“Does this mean that I don’t have to worry about the effect of drinking on my health, as long as I get enough exercise? Well, no it doesn’t, for a long list of reasons. As the press release makes clear, “this is an observational study so no firm conclusions can be drawn about cause and effect”. In other words, it’s possible that the changes in risk patterns in people who exercised were not because of the exercise, but because of something else that just happened to be different, in the people studied, between those who exercised a lot and those who didn’t. The report points out that the researchers could not take into account drinking patters such as binge drinking, or dietary factors, because they had no data on them. Maybe the people who exercised a lot tended to have different diets, or different drinking patterns, and maybe that is what changed the risk pattern and not the exercise at all. It’s also important to note that the results are all based on how the people involved reported their drinking and their exercise when they entered the surveys involved. There are always potential inaccuracies in such self-reported data – for instance, people who drink a lot might say they drank less than they actually did – and in any case, both drinking and the amount of exercise could change in many ways between the time the data were collected and the time the researchers stopped following them up (which was, on average, about 10 years later). And, if you’re young, you have to bear in mind that all the data used here are for people aged at least 40 when they entered the study. The results say nothing direct about younger people.

“Even if the exercise does on its own change the risk pattern, it’s important to remember that risk of death in a given time did still increase with alcohol intake, and that was particularly true for those who drank at a level the researchers labelled as ‘harmful’ (More than 35 units a week for women, more than 49 a week for men.) So acting on health advice on exercise certainly doesn’t mean you can ignore health advice on alcohol.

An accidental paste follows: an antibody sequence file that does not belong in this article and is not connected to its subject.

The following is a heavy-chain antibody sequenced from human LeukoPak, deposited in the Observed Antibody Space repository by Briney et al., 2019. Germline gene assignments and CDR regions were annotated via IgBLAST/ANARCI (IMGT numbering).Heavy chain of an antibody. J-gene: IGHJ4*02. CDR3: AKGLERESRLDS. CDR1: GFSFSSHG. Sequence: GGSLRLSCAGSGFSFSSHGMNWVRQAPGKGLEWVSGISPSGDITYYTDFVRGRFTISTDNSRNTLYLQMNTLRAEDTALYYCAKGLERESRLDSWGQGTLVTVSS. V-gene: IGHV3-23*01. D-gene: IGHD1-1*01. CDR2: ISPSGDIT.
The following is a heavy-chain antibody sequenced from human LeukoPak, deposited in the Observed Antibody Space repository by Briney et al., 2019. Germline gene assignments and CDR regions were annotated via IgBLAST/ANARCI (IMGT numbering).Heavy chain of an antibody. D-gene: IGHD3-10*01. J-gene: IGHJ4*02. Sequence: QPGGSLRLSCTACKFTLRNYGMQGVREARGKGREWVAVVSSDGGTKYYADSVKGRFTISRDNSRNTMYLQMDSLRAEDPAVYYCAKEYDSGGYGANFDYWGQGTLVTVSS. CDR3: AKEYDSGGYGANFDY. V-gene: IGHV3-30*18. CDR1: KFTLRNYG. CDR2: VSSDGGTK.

“None of this is meant to be a criticism of what these researchers did – I’m just pointing out the difficulties of drawing conclusions on how an individual should act, on the basis of studies of this kind. In fact, this study itself points out some of the problems that arise in dealing with observational studies. The new study gives a pretty clear indication that exercise should be taken into account when looking at the relationship between alcohol and health. Some previous studies have indeed taken exercise into account in their statistical analysis, but far from all. This new study also emphasises a point that has been made before – it doesn’t really make sense to compare the mortality of people who drink different amounts of alcohol, using all people who do not drink as a basis for comparison. Non-drinkers include people who never drank, but also people who have given up, and they may have given up for reasons related to illness, and the illness may affect their risk of death. Some previous studies didn’t take account of this. Some others did, but could include rather few people who had never drunk alcohol, which makes for statistical difficulties. Because this study included large numbers of people, it included enough who never drank to make a decent basis for comparison. ”


Does physical activity moderate the association between alcohol drinking and all-cause, cancer and cardiovascular diseases mortality? A pooled analysis of eight British population cohorts’ by Perreault et al. published in British Journal of Sports Medicine on Wednesday 7th September. 


Declared interests

Prof. Matt Field: I have received funding from the Medical Research Council, Wellcome Trust, Economic and Social Research Council, and Alcohol Research UK. I have no other conflicts of interest.

Prof. Kevin McConway: No conflicts of interest to declare